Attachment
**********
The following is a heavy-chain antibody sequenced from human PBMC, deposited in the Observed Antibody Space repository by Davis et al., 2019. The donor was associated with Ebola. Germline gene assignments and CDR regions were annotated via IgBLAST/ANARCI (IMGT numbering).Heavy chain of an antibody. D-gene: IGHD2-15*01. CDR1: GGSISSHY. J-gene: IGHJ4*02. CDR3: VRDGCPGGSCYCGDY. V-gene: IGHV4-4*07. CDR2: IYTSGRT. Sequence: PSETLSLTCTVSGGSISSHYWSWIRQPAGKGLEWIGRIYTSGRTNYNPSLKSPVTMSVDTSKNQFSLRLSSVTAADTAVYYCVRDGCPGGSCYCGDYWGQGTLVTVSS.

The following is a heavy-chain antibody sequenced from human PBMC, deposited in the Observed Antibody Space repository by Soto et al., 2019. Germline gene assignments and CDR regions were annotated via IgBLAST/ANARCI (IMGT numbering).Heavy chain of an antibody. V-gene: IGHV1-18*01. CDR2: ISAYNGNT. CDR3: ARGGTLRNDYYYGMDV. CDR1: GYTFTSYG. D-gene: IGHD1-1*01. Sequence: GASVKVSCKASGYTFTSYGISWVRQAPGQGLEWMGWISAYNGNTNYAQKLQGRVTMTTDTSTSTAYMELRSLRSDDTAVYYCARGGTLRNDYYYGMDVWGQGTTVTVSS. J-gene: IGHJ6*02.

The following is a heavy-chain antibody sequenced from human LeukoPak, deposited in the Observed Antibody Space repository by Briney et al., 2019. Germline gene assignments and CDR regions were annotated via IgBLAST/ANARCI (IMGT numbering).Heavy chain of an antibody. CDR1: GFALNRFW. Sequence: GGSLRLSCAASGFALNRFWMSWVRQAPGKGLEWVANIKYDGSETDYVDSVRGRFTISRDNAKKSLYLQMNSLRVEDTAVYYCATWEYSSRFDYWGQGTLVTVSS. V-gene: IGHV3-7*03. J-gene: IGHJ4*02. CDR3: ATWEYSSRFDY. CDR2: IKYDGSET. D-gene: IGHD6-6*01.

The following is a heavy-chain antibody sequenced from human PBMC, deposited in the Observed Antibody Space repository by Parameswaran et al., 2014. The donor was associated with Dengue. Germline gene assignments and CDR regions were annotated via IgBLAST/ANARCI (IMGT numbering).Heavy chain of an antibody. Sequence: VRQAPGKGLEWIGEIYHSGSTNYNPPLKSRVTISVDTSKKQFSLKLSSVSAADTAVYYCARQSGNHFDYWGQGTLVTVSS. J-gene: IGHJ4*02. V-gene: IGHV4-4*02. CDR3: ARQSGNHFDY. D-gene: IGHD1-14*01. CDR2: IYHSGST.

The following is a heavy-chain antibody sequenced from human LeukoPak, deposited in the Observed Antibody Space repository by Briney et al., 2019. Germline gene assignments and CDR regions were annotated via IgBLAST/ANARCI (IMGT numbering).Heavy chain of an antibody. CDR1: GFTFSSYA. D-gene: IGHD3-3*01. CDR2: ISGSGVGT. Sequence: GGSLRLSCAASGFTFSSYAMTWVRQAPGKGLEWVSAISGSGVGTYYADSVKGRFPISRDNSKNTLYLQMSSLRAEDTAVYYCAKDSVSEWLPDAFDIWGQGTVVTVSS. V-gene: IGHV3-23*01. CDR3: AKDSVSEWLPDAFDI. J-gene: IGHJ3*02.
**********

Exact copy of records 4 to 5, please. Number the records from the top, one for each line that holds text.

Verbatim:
The following is a heavy-chain antibody sequenced from human PBMC, deposited in the Observed Antibody Space repository by Parameswaran et al., 2014. The donor was associated with Dengue. Germline gene assignments and CDR regions were annotated via IgBLAST/ANARCI (IMGT numbering).Heavy chain of an antibody. Sequence: VRQAPGKGLEWIGEIYHSGSTNYNPPLKSRVTISVDTSKKQFSLKLSSVSAADTAVYYCARQSGNHFDYWGQGTLVTVSS. J-gene: IGHJ4*02. V-gene: IGHV4-4*02. CDR3: ARQSGNHFDY. D-gene: IGHD1-14*01. CDR2: IYHSGST.

The following is a heavy-chain antibody sequenced from human LeukoPak, deposited in the Observed Antibody Space repository by Briney et al., 2019. Germline gene assignments and CDR regions were annotated via IgBLAST/ANARCI (IMGT numbering).Heavy chain of an antibody. CDR1: GFTFSSYA. D-gene: IGHD3-3*01. CDR2: ISGSGVGT. Sequence: GGSLRLSCAASGFTFSSYAMTWVRQAPGKGLEWVSAISGSGVGTYYADSVKGRFPISRDNSKNTLYLQMSSLRAEDTAVYYCAKDSVSEWLPDAFDIWGQGTVVTVSS. V-gene: IGHV3-23*01. CDR3: AKDSVSEWLPDAFDI. J-gene: IGHJ3*02.